The source of a mysterious microwave glow detected across our galaxy eluded astronomers for decades. But now a crack team has finally pinpointed the source: nanoscopic particles of crystalline carbon, otherwise known as diamond dust.
There are several environments across the Milky Way that produce a faint glow known as anomalous microwave emission (AME). Scientists have known for a while that this light was being produced by a small, rapidly spinning nanoparticle. But the type of particle was harder to pin down.
A team of researchers went looking for the glow of AME across the Milky Way. They studied 14 protoplanetary discs of dust and gas that surround newborn stars - and detected AME in three of them.
This isn't just the first time that AME has been detected in protoplanetary discs; it also allowed researchers to determine that the glow was most likely being produced by diamonds hundreds of thousands of times smaller than a grain of sand.
Previously, it was thought that carbon-based organic molecules called polycyclic aromatic hydrocarbons (PAH) were responsible for the glow. These are common throughout interstellar space, and emit a faint infrared light.
Nanodiamond dust also emits infrared light, at a slightly different wavelength, which allows researchers to tell the two particles apart.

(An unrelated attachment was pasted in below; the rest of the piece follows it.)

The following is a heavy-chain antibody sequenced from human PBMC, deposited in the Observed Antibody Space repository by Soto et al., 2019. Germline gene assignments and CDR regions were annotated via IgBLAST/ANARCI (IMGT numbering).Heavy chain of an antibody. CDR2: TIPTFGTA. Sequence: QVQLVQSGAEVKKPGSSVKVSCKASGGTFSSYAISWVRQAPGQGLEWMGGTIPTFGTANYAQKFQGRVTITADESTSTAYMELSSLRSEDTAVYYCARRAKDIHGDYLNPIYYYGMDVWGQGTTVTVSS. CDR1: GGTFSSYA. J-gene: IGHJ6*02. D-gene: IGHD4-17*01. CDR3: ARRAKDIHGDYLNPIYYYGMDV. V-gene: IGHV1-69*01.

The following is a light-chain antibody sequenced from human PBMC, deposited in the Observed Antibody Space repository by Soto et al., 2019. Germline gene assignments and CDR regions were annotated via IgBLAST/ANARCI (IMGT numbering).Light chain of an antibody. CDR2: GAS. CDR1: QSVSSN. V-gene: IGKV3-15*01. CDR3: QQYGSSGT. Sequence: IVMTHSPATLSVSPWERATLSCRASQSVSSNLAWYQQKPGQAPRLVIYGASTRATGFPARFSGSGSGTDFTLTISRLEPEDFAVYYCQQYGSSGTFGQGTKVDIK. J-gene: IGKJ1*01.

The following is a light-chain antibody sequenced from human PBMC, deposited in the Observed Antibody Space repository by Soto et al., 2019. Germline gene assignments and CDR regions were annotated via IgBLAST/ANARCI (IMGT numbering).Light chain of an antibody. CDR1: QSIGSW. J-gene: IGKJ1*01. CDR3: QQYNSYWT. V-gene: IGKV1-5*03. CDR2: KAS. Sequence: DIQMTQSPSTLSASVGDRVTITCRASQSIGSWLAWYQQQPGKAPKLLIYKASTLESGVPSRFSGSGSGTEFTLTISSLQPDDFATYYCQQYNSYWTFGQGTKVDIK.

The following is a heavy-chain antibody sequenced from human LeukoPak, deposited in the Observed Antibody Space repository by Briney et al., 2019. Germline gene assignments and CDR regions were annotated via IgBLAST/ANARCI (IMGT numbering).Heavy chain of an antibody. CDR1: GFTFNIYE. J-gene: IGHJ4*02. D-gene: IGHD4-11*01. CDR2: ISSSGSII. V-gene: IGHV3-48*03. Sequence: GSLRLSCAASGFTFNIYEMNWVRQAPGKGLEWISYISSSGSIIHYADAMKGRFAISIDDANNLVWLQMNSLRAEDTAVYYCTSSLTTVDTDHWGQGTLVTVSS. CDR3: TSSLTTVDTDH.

The three AME sources were also emitting infrared light that matched that of nanodiamonds - but not that of PAH. In addition, the PAH signature has been observed in protoplanetary discs throughout the Milky Way with no anomalous microwave emissions.
"In a Sherlock Holmes-like method of eliminating all other causes, we can confidently say the best candidate capable of producing this microwave glow is the presence of nanodiamonds around these newly formed stars," said astronomer Jane Greaves of Cardiff University in Wales.
Nanodiamonds aren't particularly rare in space. Carbon is the fourth most abundant element in the Galaxy, and nanodiamonds are often found inside meteorites. We don't know exactly how they are formed, although cosmic collisions and supernova shockwaves are two plausible explanations.
Another hypothesis is that diamond particles can form within the protoplanetary disc itself, possibly from a superheated vapour of carbon atoms much like the chemical vapour deposition method for creating industrial nanodiamonds, and there is certainly mounting evidence for them therein.
Based on the infrared signatures the researchers observed around their three baby stars, around 1 to 2 percent of the carbon in the protoplanetary discs formed nanodiamonds.
It's a finding that could help astronomers study the early Universe. If, as models suggest, the Universe expanded faster than the speed of light directly after the Big Bang, it would have left a strange polarisation in the cosmic microwave background.
This has yet to be detected, but space nanodiamonds could help.
"The signal from spinning nanodiamonds would be weakly polarised at best," explained astronomer Brian Mason of the National Radio Astronomy Observatory.
"This means that astronomers can now make better models of the foreground microwave light from our galaxy, which must be removed to study the distant afterglow of the Big Bang."
It may even shed some light on the formation of our own Solar System, since the nanodiamonds detected are similar to those found within meteorites.
The research has been published in the journal Nature Astronomy.